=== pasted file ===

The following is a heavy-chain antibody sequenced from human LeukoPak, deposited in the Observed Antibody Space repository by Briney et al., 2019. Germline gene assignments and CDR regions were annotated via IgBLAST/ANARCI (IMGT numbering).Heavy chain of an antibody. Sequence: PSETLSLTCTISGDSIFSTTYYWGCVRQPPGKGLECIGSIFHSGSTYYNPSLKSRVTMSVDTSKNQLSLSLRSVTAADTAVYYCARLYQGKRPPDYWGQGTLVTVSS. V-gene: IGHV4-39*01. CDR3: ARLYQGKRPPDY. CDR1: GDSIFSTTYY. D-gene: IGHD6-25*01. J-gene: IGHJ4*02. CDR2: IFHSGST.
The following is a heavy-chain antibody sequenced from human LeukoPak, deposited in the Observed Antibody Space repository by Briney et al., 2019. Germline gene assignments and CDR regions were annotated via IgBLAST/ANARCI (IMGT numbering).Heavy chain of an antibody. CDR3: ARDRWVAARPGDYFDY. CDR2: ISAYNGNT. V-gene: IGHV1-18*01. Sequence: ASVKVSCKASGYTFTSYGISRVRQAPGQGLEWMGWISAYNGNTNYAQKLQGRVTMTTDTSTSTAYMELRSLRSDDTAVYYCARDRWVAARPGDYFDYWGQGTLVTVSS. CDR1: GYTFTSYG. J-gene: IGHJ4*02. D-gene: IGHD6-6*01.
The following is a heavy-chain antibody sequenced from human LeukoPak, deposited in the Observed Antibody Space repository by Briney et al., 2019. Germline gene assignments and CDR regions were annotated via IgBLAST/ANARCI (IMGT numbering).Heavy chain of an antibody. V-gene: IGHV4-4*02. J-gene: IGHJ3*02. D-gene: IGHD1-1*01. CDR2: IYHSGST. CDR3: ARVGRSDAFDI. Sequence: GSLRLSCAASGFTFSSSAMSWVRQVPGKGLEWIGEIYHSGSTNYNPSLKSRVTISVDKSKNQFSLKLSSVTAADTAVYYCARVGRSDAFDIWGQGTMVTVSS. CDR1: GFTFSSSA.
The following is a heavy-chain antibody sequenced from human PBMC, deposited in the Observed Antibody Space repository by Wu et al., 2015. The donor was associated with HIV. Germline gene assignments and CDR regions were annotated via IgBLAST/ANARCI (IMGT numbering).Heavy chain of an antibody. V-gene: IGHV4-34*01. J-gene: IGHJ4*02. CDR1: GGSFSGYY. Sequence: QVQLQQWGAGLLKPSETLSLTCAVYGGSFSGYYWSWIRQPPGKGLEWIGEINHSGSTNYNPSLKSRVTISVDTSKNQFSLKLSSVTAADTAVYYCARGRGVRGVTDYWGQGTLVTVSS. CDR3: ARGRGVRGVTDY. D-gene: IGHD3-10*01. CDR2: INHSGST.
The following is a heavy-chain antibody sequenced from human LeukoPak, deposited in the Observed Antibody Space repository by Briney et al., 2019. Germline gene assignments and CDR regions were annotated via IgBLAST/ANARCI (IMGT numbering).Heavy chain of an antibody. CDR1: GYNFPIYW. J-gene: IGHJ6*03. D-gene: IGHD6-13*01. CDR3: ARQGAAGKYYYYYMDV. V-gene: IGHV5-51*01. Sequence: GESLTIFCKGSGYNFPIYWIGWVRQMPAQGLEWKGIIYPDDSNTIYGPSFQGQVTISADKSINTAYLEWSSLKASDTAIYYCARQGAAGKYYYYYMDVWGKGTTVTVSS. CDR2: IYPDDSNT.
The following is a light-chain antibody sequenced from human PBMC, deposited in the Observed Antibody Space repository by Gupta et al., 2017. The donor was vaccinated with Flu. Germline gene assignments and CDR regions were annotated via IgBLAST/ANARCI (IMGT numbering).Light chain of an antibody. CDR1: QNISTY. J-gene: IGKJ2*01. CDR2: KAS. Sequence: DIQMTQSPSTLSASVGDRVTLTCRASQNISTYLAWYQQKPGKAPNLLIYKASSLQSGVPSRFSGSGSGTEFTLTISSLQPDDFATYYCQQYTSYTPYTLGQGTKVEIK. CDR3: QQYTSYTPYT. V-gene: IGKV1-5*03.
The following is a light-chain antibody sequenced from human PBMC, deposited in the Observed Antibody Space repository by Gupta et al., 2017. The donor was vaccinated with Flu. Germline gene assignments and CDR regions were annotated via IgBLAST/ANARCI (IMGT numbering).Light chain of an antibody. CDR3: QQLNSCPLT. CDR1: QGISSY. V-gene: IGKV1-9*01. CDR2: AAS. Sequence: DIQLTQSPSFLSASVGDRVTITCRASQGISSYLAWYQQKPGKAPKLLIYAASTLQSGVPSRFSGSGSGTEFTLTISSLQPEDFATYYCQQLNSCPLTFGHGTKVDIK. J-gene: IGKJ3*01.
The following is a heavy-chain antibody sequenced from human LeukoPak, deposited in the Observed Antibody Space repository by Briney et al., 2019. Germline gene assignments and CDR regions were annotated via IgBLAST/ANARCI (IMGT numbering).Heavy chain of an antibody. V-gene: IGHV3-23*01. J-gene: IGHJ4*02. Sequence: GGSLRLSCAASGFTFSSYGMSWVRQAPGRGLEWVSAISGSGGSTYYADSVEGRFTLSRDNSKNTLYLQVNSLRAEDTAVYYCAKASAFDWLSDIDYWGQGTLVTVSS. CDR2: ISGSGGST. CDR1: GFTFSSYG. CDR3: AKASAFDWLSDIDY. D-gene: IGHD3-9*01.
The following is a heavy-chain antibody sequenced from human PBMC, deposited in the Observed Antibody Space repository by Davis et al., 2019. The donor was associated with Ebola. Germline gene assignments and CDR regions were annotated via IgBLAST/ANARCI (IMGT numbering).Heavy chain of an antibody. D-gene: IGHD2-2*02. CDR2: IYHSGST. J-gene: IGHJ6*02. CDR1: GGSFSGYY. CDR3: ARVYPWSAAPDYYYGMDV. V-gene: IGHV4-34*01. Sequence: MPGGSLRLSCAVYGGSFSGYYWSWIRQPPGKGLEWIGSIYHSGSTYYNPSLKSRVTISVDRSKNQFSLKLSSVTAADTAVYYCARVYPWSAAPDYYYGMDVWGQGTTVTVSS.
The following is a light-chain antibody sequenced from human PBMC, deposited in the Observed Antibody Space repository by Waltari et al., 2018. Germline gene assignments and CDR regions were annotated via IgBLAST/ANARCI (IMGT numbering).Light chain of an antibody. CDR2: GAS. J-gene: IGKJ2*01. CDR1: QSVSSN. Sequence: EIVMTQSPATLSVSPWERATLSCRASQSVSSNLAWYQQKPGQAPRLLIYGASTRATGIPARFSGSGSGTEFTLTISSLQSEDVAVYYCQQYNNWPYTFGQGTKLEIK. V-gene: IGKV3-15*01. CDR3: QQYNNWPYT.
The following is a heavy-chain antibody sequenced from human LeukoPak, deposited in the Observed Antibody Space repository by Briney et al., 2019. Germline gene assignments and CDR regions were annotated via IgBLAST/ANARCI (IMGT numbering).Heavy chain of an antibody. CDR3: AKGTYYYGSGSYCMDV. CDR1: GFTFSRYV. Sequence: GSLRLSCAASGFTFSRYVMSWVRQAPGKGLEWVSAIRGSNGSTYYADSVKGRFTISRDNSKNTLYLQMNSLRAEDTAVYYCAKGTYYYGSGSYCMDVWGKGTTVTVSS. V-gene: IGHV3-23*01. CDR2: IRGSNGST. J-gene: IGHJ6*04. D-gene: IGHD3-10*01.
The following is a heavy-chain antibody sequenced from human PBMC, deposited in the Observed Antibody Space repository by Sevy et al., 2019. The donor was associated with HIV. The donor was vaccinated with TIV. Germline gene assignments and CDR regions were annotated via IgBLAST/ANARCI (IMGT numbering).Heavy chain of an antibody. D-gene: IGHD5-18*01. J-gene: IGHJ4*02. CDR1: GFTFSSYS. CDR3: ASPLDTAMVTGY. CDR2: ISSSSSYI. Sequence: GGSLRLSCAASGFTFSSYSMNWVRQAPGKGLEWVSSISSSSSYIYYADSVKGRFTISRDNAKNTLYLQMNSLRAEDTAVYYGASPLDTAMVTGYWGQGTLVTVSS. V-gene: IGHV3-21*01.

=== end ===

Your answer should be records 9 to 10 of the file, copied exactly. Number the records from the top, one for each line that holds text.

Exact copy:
The following is a heavy-chain antibody sequenced from human PBMC, deposited in the Observed Antibody Space repository by Davis et al., 2019. The donor was associated with Ebola. Germline gene assignments and CDR regions were annotated via IgBLAST/ANARCI (IMGT numbering).Heavy chain of an antibody. D-gene: IGHD2-2*02. CDR2: IYHSGST. J-gene: IGHJ6*02. CDR1: GGSFSGYY. CDR3: ARVYPWSAAPDYYYGMDV. V-gene: IGHV4-34*01. Sequence: MPGGSLRLSCAVYGGSFSGYYWSWIRQPPGKGLEWIGSIYHSGSTYYNPSLKSRVTISVDRSKNQFSLKLSSVTAADTAVYYCARVYPWSAAPDYYYGMDVWGQGTTVTVSS.
The following is a light-chain antibody sequenced from human PBMC, deposited in the Observed Antibody Space repository by Waltari et al., 2018. Germline gene assignments and CDR regions were annotated via IgBLAST/ANARCI (IMGT numbering).Light chain of an antibody. CDR2: GAS. J-gene: IGKJ2*01. CDR1: QSVSSN. Sequence: EIVMTQSPATLSVSPWERATLSCRASQSVSSNLAWYQQKPGQAPRLLIYGASTRATGIPARFSGSGSGTEFTLTISSLQSEDVAVYYCQQYNNWPYTFGQGTKLEIK. V-gene: IGKV3-15*01. CDR3: QQYNNWPYT.